Psychedelics have always caused controversy with people.

Civilized man has always tried to keep psychedelics, banned or illegal. While indigenous peoples, hippies, and adventurous types argue that these drugs are, for the most part, harmless when compared to some of the “legal” substances such as tobacco, alcohol and prescription drugs.

The claim is that we as human beings have always used these natural substances for both recreational and spiritual purposes.

Some of the more common psychedelics you should know are; marijuana (yes weed is a mild psychedelic), magic mushrooms, LSD etc. Their use is usually accompanied with strong visuals, euphoria, unexplained bliss, and in some cases spiritual enlightenment (or at least that’s what they say).

Dimethyltryptamine or DMT is one of the most powerful psychedelics known to man.

And the strange thing is that it is produced in our bodies (in small doses) as well as many species of plants. In the human being, it is found in its highest amounts, when dreaming, and more so, in the final moments of death.

Despite all this, it is a class 1 drug in most countries and as illegal as cocaine or heroin. DMT became known to modern man through indigenous peoples of central and South America, who consumed a substance called ayahuasca.

Ayahuasca is a drink made from the stem of the ayahuasca vine, Banisteriopsis caapi, and contains a significant amount of the compound DMT.

The term ayahuasca is in the Quechua language. The word huasca is the usual Quechua term for any species of vine. The word aya refers to something like a separable soul, and thus, also, to the spirit of a dead person — hence the two common English translations, “vine of the soul” and “vine of the dead.

” The ritual use of ayahuasca is a common thread linking the religion and spirituality of almost all the indigenous peoples of the Upper Amazon, including the mestizo population; it seems probable that the shamanic practices of most of the Upper Amazon — Brazil, Venezuela, Colombia, Ecuador, Perú, Bolivia — form a single religious culture area.

Ayahuasca use is found as far west as the Pacific coastal areas of Panamá, Colombia, and Ecuador; southward into the Peruvian and Bolivian Amazon; among the Indians of Colombia; among the Quichua, Waoroni, Shuar, and other peoples of Ecuador; and in Amazonian Brazil.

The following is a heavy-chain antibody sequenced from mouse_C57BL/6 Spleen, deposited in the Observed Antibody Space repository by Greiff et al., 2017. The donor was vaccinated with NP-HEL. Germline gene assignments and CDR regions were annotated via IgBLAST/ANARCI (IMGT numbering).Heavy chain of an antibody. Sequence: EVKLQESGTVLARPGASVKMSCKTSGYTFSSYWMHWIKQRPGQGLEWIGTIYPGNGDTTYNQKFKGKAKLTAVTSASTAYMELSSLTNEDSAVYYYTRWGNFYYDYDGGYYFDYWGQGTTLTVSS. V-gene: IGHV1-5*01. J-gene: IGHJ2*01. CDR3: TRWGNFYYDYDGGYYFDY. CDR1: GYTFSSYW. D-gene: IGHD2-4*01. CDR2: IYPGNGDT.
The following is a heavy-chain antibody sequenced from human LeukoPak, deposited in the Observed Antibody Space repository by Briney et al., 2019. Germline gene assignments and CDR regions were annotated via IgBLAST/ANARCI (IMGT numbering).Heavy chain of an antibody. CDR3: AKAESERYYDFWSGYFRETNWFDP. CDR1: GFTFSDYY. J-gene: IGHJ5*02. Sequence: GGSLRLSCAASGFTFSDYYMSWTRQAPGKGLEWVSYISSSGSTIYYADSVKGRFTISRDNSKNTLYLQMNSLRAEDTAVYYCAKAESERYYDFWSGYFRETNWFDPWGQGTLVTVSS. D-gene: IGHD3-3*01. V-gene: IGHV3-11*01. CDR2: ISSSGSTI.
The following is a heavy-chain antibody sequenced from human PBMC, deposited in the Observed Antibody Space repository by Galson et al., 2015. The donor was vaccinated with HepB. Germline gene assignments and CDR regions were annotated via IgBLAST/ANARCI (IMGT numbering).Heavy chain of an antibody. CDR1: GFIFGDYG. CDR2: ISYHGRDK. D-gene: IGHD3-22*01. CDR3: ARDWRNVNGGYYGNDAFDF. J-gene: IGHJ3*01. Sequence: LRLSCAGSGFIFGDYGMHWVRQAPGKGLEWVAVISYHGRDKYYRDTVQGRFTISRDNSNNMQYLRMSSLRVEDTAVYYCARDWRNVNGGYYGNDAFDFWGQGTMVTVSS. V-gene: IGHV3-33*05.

Besides the common effects of psychedelics, DMT users have a far more intense experience, compared with shrooms or LSD.

One of the greatest minds behind the study and awareness of DMT is Terrence Mckenna, who called DMT “the most powerful hallucinogen known to man and science” and “the commonest hallucinogen in all of the nature” in his 1994 lecture “Rap Dancing Into the Third Millennium.” McKenna wondered why theology had not enshrined DMT as “its central exhibit for the presence of the other in the human world,” and said:

“Why this is not four-inch headlines on every newspaper on the planet I cannot understand, because I don’t know what news you were waiting for, but this is the news that I was waiting for.”

McKenna first smoked DMT as an undergraduate at Berkeley in early 1967. He had experience with LSD—ingesting it “once a month or so”—and other psychedelics, but as he said in an interview in The Archaic Revival (1992):

“It was really the DMT that empowered my commitment to the psychedelic experience. DMT was so much more powerful, so much more alien, raising all kinds of issues about what is a reality, what is language, what is the self, what is three-dimensional space and time, all the questions I became involved with over the next twenty years or so.”

There are many thought-provoking theories surrounded by DMT.

One of them is that DMT is the transition chemical from life to death. For when we die high amounts of DMT are released in the brain probably causing a long dream/ trip state.

This theory is enforced by the concept that a dream minute is like a lifetime, and when we die our brains are still active for 12 to 15 minutes. A typical DMT trip lasts only about 5-10 mins but feels really long, it’s like the information we receive is too much too fast.

Another theory is that DMT is a tool for extra-terrestrial beings to communicate with us. While this might sound absurd, many DMT users have said that during their trip, they have encountered super intelligent beings they can only describe as “aliens”.

See the following video Joe Rogan talks about DMT:

There is another theory that DMT and psychedelics have a lot to do with the development of the evolving human brain (from apes), and has a lot to do with the development of language, culture, religion/philosophy, and art. This is known as the “Stoned Ape theory.”

See the following video Terence Mckenna – The stoned ape theory:

Psychedelics and DMT have been proven to produce more positive results than negative. In fact, no one has ever died directly from the use of DMT, marijuana or psilocybin mushrooms (shrooms), and yet they remain illegal at the benefit of a few rich and powerful individuals.

Propaganda messages are further passed through media and government that these substances are bad for you or cause psychosis or neurotic behavior. Yet, in the cases where this has been proven, the individual in question has often been an addict of hard drugs, (heroin, crystal meth, etc.) prescription drugs or some other lab created substance.


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